Mr. Rich invests in Bedlington for the love of the game
American billionaire Robert Rich Jr, the 488th richest man in the world, can buy just about anything he wants to from private jets to diamonds, mansions to ocean-going liners and everything in between.
But this week it emerged that he has put some of his vast fortune at the disposal of a tiny, impoverished minor league English club by the name of Bedlington Terriers.
Their average attendances in the Northern League, the ninth tier of the English pyramid, are around 100, although they sometimes get 300 on a good day.
The appropriately named Mr Rich, whose vast food company is based in Buffalo, New York State, discovered an ancestral link with Bedlington, has visited the area and the club and is now the honorary Lord of Bedlington after his wife bought the title which was once owned by one of his forefathers.
But what he loves most, he told me in a phonecall from Buffalo, is the passion of the people, all volunteers, who keep Bedlington alive.
They have had an incredibly modest history since being formed in 1949, but Bob Rich understood the true worth of the club as soon as he met the people who keep it going.
“They are fantastic people, there is a real community spirit,” he said.
“Yes there is a place for the Manchester Uniteds and San Francisco 49ers at the top of their sports, but I love the passion of the people at Bedlington. The big clubs can only exist because there are hundreds of smaller clubs below them.”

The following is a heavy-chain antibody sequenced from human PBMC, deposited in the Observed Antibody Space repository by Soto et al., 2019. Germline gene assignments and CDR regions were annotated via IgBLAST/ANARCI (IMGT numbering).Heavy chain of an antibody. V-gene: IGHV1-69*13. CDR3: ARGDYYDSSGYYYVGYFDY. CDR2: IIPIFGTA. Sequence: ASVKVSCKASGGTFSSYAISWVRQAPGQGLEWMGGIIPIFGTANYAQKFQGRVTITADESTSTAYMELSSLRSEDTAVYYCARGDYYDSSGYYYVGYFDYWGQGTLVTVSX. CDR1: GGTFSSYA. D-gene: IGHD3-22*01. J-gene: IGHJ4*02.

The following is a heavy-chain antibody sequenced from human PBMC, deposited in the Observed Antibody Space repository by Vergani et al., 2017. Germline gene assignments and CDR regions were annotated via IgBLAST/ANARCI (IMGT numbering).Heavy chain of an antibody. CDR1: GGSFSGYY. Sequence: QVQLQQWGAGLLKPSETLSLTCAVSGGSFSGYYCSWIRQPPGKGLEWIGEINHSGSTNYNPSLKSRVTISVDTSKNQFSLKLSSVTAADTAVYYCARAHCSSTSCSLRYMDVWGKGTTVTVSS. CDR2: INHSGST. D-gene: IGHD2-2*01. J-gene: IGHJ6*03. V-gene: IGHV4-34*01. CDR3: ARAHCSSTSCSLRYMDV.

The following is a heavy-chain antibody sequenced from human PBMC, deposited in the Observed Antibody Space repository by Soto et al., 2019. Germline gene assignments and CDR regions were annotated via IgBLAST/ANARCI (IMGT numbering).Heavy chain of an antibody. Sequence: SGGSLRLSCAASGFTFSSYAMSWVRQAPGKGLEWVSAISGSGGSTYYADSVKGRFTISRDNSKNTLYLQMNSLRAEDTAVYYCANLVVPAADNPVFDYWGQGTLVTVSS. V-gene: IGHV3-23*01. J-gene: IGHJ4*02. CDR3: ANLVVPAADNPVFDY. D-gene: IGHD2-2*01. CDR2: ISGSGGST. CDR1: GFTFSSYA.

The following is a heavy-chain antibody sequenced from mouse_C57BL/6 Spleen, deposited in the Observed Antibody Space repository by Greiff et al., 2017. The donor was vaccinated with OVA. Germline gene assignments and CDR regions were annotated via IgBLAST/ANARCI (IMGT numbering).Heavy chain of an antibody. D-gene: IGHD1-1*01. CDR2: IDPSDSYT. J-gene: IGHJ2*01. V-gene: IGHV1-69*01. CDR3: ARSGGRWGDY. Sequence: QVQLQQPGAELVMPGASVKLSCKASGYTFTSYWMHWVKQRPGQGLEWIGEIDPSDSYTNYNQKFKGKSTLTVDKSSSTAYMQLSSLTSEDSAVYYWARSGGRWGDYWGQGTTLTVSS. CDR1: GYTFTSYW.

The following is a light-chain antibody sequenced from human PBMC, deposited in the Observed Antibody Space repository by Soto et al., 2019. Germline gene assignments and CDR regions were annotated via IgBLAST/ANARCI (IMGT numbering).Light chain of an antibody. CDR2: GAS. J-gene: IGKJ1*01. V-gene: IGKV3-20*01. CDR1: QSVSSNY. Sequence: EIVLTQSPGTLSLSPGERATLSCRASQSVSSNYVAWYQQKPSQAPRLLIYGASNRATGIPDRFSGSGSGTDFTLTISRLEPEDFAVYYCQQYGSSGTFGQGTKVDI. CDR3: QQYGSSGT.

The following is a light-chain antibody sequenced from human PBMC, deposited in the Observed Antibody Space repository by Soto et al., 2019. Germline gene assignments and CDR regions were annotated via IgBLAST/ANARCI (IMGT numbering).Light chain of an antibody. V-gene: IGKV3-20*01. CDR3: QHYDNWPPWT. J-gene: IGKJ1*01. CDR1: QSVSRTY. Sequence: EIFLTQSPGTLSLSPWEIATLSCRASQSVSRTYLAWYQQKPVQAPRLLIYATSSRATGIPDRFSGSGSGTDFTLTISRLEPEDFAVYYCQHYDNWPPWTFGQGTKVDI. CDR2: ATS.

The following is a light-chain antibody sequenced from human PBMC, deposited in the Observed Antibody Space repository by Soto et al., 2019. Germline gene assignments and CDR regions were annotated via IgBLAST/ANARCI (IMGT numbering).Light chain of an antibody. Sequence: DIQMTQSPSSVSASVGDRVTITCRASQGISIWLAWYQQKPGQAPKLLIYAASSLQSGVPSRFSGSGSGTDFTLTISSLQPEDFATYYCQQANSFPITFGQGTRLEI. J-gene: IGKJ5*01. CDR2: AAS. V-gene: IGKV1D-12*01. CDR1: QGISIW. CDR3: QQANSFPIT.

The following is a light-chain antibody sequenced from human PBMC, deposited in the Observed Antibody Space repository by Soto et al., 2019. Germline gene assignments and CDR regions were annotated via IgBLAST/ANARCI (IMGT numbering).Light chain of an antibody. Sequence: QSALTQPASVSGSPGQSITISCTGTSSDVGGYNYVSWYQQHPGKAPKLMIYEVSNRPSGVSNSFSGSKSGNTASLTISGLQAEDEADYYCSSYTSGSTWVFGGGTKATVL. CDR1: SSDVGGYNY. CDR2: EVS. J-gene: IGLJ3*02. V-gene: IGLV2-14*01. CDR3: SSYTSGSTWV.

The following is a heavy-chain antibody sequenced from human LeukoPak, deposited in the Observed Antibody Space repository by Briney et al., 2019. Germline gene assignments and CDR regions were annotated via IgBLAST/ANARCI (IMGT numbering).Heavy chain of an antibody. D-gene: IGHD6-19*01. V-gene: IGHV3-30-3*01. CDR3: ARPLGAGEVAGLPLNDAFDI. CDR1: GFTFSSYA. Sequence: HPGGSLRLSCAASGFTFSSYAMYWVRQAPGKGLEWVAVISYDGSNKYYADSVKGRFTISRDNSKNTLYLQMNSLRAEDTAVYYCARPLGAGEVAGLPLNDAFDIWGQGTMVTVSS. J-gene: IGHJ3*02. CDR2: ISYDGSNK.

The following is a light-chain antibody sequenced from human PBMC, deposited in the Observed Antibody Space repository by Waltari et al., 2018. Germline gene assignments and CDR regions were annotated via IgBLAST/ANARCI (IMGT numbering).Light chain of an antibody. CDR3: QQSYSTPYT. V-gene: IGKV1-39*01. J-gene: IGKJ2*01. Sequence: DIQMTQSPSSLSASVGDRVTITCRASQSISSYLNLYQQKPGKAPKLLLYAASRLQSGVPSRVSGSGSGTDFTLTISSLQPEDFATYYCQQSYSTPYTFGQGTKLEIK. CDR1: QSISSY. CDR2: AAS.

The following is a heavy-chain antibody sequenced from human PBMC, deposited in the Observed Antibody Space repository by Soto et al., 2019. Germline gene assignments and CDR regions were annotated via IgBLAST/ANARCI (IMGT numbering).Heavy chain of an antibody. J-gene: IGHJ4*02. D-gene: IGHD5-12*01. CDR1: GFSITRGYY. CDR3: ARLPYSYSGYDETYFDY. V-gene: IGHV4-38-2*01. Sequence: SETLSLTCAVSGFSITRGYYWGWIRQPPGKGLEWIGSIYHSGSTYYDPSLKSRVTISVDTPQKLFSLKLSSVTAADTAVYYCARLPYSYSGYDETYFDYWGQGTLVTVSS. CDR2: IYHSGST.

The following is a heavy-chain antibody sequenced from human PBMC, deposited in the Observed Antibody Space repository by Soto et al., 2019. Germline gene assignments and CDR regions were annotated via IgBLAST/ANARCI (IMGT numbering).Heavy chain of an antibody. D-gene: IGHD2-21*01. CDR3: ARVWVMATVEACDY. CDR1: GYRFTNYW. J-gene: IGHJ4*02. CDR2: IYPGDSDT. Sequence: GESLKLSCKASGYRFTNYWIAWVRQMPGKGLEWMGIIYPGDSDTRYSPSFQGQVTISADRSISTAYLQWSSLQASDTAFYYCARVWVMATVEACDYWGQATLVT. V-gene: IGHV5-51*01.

What he has tapped into is the enormous reservoir of dedicated, passionate and committed men and women who devote much of their time to the real grass roots of English soccer, a world away from the glitz and glamour of the Premier League.
One of the pillars of England’s bid to stage the 2018 World Cup finals, is highlighting just how deep soccer runs in the fabric of English society.
As most students of the game know, England’s FA, formed in 1863, is the oldest in the world, and the FA Cup, with the first round proper starting this weekend, is the world’s oldest knockout competition, dating back to 1871-72.
Four community-owned clubs are playing this weekend — all clubs that would have died or not existed but for the efforts of their fans.
They include FC United of Manchester, formed in 2005 by supporters as an alternative club to protest the takeover of Manchester United by American billionaires with a different agenda to Bob Rich.
AFC Wimbledon are also in the draw, a club formed after the original Wimbledon was “franchised” to Milton Keynes 80 miles away and who now boast regular crowds of 3,000-4,000 and are heading back to the English League less than a decade after being re-formed at the lowest level of the pyramid.
Bob Rich has not bought Bedlington — they are a community-owned club too — but he has invested in sponsorship and other areas, and realistically knows the club is unlikely ever to compete in the top four divisions.
“Thats not the goal,” he told me, “but they needed a hand. It’s under-financed and under-capitalised and with a bit of help can rise up through the leagues. Who knows what might happen, we’ll see.”
He’s not looking for a fast buck or a leveraged buyout, bond issues, or an incremental return on his money. What he has “bought” into instead is English soccer at its raw, warmest core — something one of the world’s richest men understands the value of.
Mike tweets @footballmc
PHOTO: The clubhouse of the Bedlington Terriers soccer club is seen in Bedlington, northern England November 5, 2010. REUTERS/Nigel Roddis